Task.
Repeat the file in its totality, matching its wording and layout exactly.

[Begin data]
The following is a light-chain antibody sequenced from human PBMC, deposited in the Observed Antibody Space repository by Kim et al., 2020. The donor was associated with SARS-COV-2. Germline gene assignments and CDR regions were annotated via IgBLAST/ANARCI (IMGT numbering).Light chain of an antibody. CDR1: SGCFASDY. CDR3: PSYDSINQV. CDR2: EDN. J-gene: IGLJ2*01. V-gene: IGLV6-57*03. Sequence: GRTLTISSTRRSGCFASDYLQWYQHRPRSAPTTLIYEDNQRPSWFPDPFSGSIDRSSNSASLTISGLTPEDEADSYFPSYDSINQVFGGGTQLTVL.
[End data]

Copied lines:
The following is a light-chain antibody sequenced from human PBMC, deposited in the Observed Antibody Space repository by Kim et al., 2020. The donor was associated with SARS-COV-2. Germline gene assignments and CDR regions were annotated via IgBLAST/ANARCI (IMGT numbering).Light chain of an antibody. CDR1: SGCFASDY. CDR3: PSYDSINQV. CDR2: EDN. J-gene: IGLJ2*01. V-gene: IGLV6-57*03. Sequence: GRTLTISSTRRSGCFASDYLQWYQHRPRSAPTTLIYEDNQRPSWFPDPFSGSIDRSSNSASLTISGLTPEDEADSYFPSYDSINQVFGGGTQLTVL.